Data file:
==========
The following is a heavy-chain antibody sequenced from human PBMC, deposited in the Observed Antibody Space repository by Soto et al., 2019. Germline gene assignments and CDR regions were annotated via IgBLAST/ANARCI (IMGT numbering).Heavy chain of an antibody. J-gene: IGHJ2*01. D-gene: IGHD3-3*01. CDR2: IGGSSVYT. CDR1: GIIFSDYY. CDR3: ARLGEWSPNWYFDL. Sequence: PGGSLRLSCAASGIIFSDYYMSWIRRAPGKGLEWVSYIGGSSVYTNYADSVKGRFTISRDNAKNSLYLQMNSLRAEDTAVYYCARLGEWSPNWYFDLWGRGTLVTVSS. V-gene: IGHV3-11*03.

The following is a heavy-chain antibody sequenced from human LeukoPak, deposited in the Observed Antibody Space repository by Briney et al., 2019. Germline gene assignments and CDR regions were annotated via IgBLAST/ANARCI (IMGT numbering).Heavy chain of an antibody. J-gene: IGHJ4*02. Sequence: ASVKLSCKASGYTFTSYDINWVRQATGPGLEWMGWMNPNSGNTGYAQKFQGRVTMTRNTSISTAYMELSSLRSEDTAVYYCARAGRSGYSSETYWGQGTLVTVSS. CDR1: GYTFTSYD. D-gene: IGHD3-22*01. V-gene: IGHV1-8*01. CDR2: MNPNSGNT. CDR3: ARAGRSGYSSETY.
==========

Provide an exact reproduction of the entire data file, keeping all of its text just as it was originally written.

The following is a heavy-chain antibody sequenced from human PBMC, deposited in the Observed Antibody Space repository by Soto et al., 2019. Germline gene assignments and CDR regions were annotated via IgBLAST/ANARCI (IMGT numbering).Heavy chain of an antibody. J-gene: IGHJ2*01. D-gene: IGHD3-3*01. CDR2: IGGSSVYT. CDR1: GIIFSDYY. CDR3: ARLGEWSPNWYFDL. Sequence: PGGSLRLSCAASGIIFSDYYMSWIRRAPGKGLEWVSYIGGSSVYTNYADSVKGRFTISRDNAKNSLYLQMNSLRAEDTAVYYCARLGEWSPNWYFDLWGRGTLVTVSS. V-gene: IGHV3-11*03.

The following is a heavy-chain antibody sequenced from human LeukoPak, deposited in the Observed Antibody Space repository by Briney et al., 2019. Germline gene assignments and CDR regions were annotated via IgBLAST/ANARCI (IMGT numbering).Heavy chain of an antibody. J-gene: IGHJ4*02. Sequence: ASVKLSCKASGYTFTSYDINWVRQATGPGLEWMGWMNPNSGNTGYAQKFQGRVTMTRNTSISTAYMELSSLRSEDTAVYYCARAGRSGYSSETYWGQGTLVTVSS. CDR1: GYTFTSYD. D-gene: IGHD3-22*01. V-gene: IGHV1-8*01. CDR2: MNPNSGNT. CDR3: ARAGRSGYSSETY.